An Outline of Humanism in Principle and Practice

The Humanist approach to living is based on the understandings that:

  1. The condition of planet Earth and its occupants is, apart from uncontrollable environmental forces, dependent on the actions of its human inhabitants and the effects that they create.
  2. Their genes and life experiences make every human being a unique individual whose identity ends on death, but the genes that they pass on and their influence on others persist beyond their life.
  3. Human experience and achievements in culture and knowledge provide the best guidelines for the conduct of personal and societal affairs.
  4. Subject to their responsibility to avoid harm to others, all persons are entitled to the freedom and conditions in which they may enjoy life on Earth.
  5. In order to create such conditions and to sustain the environment humans need to use and develop their capacities for reasoning, understanding, compassion, and co-operation.

In practice Humanists aim to:

  1. Enjoy life and help others to do the same.
  2. Be honest and truthful without being unkind.
  3. Honour their words and commitments.
  4. Take heed of their emotions and those of others.
  5. Be fair and considerate in the exercise of power and influence in any form.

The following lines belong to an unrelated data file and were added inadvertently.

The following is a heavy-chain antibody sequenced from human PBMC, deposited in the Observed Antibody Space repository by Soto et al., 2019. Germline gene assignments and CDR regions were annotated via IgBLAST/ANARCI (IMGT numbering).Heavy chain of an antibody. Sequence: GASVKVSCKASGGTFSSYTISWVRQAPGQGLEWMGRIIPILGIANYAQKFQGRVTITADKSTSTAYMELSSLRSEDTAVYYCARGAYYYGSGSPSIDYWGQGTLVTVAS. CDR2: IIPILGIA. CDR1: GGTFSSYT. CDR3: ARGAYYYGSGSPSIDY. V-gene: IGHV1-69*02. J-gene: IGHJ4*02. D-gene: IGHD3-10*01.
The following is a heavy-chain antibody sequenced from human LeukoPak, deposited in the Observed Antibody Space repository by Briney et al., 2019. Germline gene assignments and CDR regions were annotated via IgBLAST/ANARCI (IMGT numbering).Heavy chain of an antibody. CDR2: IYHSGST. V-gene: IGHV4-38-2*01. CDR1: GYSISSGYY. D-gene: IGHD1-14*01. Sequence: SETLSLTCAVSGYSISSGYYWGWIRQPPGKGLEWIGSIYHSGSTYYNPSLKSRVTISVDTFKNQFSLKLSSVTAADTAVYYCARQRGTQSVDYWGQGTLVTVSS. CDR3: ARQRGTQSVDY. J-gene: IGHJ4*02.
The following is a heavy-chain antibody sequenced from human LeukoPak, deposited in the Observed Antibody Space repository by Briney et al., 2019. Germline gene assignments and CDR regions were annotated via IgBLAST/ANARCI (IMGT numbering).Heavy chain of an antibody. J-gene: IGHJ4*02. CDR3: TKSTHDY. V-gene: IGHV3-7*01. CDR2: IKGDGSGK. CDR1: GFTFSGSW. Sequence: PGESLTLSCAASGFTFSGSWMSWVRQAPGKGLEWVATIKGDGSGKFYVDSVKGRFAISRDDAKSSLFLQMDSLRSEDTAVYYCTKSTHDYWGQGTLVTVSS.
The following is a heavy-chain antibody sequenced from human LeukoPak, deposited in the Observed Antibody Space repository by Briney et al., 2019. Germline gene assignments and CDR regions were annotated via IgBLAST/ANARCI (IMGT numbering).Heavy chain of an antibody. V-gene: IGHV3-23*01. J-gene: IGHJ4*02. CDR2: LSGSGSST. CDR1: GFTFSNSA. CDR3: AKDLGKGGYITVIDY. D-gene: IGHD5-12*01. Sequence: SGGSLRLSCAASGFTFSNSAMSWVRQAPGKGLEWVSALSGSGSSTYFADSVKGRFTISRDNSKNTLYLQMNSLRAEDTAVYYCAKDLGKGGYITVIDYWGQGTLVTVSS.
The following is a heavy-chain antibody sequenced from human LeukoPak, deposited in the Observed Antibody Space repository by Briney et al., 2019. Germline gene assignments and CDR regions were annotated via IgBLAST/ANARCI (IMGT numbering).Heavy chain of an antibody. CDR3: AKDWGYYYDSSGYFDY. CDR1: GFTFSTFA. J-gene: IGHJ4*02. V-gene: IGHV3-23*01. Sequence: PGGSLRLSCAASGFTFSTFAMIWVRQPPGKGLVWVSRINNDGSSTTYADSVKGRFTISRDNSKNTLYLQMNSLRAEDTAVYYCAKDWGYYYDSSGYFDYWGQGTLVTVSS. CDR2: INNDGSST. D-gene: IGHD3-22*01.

6. Be aware of their responsibility for the likely results of their actions.
  7. Be open to new knowledge and ideas.
  8. Base their views and actions on knowledge, reason, and compassion.
  9. Appreciate the diversity of human abilities, interests, and temperaments.
  10. Avoid resort to force except to restrain the misuse of force.
  11. Treat the environment with care and forethought.
  12. Co-operate with all who promote harmony and well-being.

Some Features of Humanism.

Humanism has no single founder or source of origin. Some elements are to be found in the ideas of early philosophers in Asia, Greece and Rome, but modern Humanism is based on the fuller knowledge of the universe gained in recent centuries and the increased understanding of the nature, role and interdependence of the communities and individuals that make up the family of Homo sapiens.

Many of the systems of belief that have provided guide-lines for human behaviour are no longer tenable. Humanism offers an up-to-date approach with the aim of bettering the conditions of existence for all people.

Humanism claims no exclusive wisdom and is open to all fresh knowledge. Humanists accept that they have to cope with the drives and stresses of their evolutionary inheritance as well as with the problems arising from their cultural histories.

Humanists are realistic in outlook and recognise that the prospects for fuller opportunities to enjoy life on Earth will depend on developments in goodwill and co-operation among human societies.

This outline was originally compiled by Auckland members of the Humanist Society of New Zealand. It now incorporates suggestions received from members of the society from throughout New Zealand.